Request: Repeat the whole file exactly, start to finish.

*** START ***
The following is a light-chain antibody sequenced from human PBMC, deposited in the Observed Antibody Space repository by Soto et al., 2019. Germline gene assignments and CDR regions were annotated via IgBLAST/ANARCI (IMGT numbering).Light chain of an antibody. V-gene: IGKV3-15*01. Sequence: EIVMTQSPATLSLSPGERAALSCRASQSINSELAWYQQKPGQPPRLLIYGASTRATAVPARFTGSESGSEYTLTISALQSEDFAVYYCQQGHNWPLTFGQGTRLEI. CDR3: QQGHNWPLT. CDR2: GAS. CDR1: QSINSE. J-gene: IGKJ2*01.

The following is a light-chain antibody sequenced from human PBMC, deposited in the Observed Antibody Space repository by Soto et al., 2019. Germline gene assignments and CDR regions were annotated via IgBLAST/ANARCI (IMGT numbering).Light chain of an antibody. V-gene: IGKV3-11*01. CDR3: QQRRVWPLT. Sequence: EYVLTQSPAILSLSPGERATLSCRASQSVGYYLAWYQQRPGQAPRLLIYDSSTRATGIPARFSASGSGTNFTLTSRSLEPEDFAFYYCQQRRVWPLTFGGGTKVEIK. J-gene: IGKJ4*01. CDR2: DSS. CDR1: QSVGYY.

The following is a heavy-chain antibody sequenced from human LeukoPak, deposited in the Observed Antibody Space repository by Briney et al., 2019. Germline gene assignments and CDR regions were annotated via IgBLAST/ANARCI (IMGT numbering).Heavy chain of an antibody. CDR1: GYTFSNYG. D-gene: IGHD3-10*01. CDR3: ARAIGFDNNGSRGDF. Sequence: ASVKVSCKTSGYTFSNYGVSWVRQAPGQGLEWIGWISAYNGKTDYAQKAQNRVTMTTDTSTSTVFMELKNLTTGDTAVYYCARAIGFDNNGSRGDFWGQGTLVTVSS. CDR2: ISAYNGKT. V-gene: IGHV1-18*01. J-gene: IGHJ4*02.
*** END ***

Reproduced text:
The following is a light-chain antibody sequenced from human PBMC, deposited in the Observed Antibody Space repository by Soto et al., 2019. Germline gene assignments and CDR regions were annotated via IgBLAST/ANARCI (IMGT numbering).Light chain of an antibody. V-gene: IGKV3-15*01. Sequence: EIVMTQSPATLSLSPGERAALSCRASQSINSELAWYQQKPGQPPRLLIYGASTRATAVPARFTGSESGSEYTLTISALQSEDFAVYYCQQGHNWPLTFGQGTRLEI. CDR3: QQGHNWPLT. CDR2: GAS. CDR1: QSINSE. J-gene: IGKJ2*01.

The following is a light-chain antibody sequenced from human PBMC, deposited in the Observed Antibody Space repository by Soto et al., 2019. Germline gene assignments and CDR regions were annotated via IgBLAST/ANARCI (IMGT numbering).Light chain of an antibody. V-gene: IGKV3-11*01. CDR3: QQRRVWPLT. Sequence: EYVLTQSPAILSLSPGERATLSCRASQSVGYYLAWYQQRPGQAPRLLIYDSSTRATGIPARFSASGSGTNFTLTSRSLEPEDFAFYYCQQRRVWPLTFGGGTKVEIK. J-gene: IGKJ4*01. CDR2: DSS. CDR1: QSVGYY.

The following is a heavy-chain antibody sequenced from human LeukoPak, deposited in the Observed Antibody Space repository by Briney et al., 2019. Germline gene assignments and CDR regions were annotated via IgBLAST/ANARCI (IMGT numbering).Heavy chain of an antibody. CDR1: GYTFSNYG. D-gene: IGHD3-10*01. CDR3: ARAIGFDNNGSRGDF. Sequence: ASVKVSCKTSGYTFSNYGVSWVRQAPGQGLEWIGWISAYNGKTDYAQKAQNRVTMTTDTSTSTVFMELKNLTTGDTAVYYCARAIGFDNNGSRGDFWGQGTLVTVSS. CDR2: ISAYNGKT. V-gene: IGHV1-18*01. J-gene: IGHJ4*02.